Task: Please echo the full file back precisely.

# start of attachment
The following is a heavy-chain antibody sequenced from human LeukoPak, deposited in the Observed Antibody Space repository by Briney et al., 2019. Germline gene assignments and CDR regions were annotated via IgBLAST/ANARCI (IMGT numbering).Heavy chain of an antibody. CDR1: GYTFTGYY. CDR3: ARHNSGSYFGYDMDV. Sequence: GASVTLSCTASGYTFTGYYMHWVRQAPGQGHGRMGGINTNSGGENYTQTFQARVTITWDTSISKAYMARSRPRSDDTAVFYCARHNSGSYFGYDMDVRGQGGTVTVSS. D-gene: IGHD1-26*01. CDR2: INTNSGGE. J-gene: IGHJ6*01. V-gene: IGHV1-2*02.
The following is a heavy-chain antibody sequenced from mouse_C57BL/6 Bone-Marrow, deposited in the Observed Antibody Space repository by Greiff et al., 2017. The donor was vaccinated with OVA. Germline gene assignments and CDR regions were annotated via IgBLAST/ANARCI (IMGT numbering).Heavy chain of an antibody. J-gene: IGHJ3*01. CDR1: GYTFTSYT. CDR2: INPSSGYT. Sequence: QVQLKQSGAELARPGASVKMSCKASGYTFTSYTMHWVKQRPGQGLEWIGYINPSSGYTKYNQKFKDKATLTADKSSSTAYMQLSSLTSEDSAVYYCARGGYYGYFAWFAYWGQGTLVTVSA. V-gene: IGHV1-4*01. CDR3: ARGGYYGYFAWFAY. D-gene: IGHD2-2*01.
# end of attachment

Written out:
The following is a heavy-chain antibody sequenced from human LeukoPak, deposited in the Observed Antibody Space repository by Briney et al., 2019. Germline gene assignments and CDR regions were annotated via IgBLAST/ANARCI (IMGT numbering).Heavy chain of an antibody. CDR1: GYTFTGYY. CDR3: ARHNSGSYFGYDMDV. Sequence: GASVTLSCTASGYTFTGYYMHWVRQAPGQGHGRMGGINTNSGGENYTQTFQARVTITWDTSISKAYMARSRPRSDDTAVFYCARHNSGSYFGYDMDVRGQGGTVTVSS. D-gene: IGHD1-26*01. CDR2: INTNSGGE. J-gene: IGHJ6*01. V-gene: IGHV1-2*02.
The following is a heavy-chain antibody sequenced from mouse_C57BL/6 Bone-Marrow, deposited in the Observed Antibody Space repository by Greiff et al., 2017. The donor was vaccinated with OVA. Germline gene assignments and CDR regions were annotated via IgBLAST/ANARCI (IMGT numbering).Heavy chain of an antibody. J-gene: IGHJ3*01. CDR1: GYTFTSYT. CDR2: INPSSGYT. Sequence: QVQLKQSGAELARPGASVKMSCKASGYTFTSYTMHWVKQRPGQGLEWIGYINPSSGYTKYNQKFKDKATLTADKSSSTAYMQLSSLTSEDSAVYYCARGGYYGYFAWFAYWGQGTLVTVSA. V-gene: IGHV1-4*01. CDR3: ARGGYYGYFAWFAY. D-gene: IGHD2-2*01.